Virginia’s private guardianship program fails to protect the state’s most vulnerable residents
A new report found guardians face little oversight while wielding broad power over incapacitated adults
Some of Virginia’s most at-risk adults aren’t sufficiently protected by the state’s private guardianship system, according to a new report from a legislative watchdog agency.
The findings, detailed in a Monday hearing by the Joint Legislative Audit and Review Commission, largely affirm years of concerns from many advocates and family members. A 2019 investigation by the Richmond Times-Dispatch also detailed numerous faults within the system, which is subject to little oversight but has broad discretion to remove the decision-making rights of adults in its care.
“The state’s role is woefully inadequate, given that these guardians are responsible for some of the most vulnerable Virginians,” JLARC Director Hal Greer told legislators at the meeting. “The private system lacks meaningful standards, requirements or accountability to help ensure that thousands of adults are being adequately served.”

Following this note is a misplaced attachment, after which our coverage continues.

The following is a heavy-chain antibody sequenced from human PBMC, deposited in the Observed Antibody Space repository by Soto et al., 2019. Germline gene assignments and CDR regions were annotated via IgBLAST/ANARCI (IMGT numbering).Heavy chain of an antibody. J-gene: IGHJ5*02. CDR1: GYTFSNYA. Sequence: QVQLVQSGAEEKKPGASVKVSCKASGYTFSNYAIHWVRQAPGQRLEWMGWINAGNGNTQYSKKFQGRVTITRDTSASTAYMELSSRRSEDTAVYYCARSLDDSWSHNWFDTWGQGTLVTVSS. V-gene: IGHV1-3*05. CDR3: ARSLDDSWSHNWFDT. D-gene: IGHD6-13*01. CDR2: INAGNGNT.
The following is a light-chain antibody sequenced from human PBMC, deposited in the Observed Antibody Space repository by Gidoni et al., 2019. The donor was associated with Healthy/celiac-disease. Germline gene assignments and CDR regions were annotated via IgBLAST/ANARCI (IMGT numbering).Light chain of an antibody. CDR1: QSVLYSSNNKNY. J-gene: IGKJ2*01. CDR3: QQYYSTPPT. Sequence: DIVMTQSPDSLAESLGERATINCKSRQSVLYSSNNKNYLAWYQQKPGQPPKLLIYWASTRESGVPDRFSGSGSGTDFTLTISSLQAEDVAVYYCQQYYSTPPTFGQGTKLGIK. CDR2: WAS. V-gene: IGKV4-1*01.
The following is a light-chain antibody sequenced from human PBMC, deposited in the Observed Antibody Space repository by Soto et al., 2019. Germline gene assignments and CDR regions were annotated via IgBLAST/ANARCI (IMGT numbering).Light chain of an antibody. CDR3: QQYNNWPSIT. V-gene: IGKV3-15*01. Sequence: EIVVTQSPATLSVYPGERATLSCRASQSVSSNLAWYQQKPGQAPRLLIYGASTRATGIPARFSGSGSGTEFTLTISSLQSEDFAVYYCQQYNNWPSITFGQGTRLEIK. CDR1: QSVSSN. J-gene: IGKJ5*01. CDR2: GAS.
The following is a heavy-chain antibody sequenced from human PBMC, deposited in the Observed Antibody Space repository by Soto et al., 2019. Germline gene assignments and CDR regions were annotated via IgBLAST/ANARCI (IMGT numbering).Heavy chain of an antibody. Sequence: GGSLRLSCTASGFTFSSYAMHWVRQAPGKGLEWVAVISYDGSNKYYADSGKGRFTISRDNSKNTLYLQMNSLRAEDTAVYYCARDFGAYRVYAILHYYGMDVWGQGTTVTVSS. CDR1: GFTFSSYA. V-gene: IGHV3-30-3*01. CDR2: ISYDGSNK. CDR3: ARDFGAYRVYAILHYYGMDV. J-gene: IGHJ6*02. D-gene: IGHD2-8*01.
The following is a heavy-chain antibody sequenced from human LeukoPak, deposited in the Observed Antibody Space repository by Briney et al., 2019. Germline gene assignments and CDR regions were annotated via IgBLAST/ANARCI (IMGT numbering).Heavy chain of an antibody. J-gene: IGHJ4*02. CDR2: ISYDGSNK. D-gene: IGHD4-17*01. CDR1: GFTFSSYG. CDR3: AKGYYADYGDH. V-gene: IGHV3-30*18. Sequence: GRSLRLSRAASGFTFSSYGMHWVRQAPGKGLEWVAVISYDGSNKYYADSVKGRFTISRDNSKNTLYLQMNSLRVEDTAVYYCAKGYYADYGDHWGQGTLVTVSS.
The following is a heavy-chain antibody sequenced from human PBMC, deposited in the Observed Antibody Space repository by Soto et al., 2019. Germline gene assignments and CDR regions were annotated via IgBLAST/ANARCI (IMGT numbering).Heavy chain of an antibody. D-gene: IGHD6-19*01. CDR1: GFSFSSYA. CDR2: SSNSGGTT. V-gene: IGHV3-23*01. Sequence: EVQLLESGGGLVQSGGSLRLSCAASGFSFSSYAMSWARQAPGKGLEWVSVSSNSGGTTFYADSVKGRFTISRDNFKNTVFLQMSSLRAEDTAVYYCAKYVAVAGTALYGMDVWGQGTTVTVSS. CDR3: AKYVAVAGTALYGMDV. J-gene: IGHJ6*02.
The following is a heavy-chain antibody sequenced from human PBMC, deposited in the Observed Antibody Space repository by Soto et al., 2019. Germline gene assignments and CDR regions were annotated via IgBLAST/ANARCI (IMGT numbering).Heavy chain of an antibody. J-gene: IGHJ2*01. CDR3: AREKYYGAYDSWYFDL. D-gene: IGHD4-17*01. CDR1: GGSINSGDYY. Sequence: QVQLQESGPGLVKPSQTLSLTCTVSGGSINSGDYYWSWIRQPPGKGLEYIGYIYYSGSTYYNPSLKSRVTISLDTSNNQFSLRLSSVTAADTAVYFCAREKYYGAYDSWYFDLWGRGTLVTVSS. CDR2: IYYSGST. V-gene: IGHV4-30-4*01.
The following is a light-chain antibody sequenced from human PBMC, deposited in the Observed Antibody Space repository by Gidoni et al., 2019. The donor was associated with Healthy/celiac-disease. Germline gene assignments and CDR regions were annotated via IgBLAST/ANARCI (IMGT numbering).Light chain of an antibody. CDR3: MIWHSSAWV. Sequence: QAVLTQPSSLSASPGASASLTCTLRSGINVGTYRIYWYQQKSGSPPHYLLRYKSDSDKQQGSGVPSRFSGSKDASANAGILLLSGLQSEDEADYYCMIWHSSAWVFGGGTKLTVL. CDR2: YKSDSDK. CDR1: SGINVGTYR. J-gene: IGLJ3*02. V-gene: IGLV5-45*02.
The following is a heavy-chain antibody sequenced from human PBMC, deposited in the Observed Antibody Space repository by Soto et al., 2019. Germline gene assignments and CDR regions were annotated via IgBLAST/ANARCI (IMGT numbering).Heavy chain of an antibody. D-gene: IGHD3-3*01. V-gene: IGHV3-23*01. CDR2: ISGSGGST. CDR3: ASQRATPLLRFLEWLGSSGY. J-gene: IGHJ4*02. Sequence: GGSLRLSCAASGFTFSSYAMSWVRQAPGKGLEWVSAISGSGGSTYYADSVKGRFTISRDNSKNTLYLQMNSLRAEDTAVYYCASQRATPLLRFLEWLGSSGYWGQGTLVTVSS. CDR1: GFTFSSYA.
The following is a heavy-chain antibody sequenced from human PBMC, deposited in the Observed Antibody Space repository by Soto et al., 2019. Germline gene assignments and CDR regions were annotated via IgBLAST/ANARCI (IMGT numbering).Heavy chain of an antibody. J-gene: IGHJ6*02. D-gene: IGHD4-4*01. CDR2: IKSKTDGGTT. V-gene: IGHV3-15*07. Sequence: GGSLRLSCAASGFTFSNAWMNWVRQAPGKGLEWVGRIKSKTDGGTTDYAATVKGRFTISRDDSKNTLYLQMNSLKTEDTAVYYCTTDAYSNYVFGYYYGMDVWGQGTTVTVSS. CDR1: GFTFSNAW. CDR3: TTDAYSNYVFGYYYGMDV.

Like other states, Virginia developed its guardianship process to help so-called “incapacitated adults” — those 18 years or older who are found to be incapable of meeting their own essential needs. The process begins with a circuit court petition — which can be filed by an individual or an “entity” — according to the JLARC report, and judges ultimately decide whether a guardian will be appointed.
Of the roughly 12,000 adults under guardianship care, 1,000 are served by the state’s publicly funded system, which has been described as a national model. But Kathy Hayfield, commissioner for the Virginia Department of Aging and Rehabilitative Services, said the $4.5 million program is already considered underfunded for the adults it serves.
According to JLARC, nearly 700 people are currently on the waitlist. Eligibility is limited to adults who are deemed incapacitated, low-income and who don’t have another individual willing to serve as their guardian.
“The older term for that was ‘indigent and friendless,’” said Joe McMahon, JLARC’s project leader for the report. Those strict admission criteria leave roughly 11,000 Virginians, half between the ages of 18 and 44, to be served by the private guardianship system.
Unlike the publicly funded program, though, private guardians receive little oversight and aren’t subject to either independent monitoring or training and caseload requirements. Family members and friends can serve as guardians, but so can attorneys or “organizations,” McMahon said.
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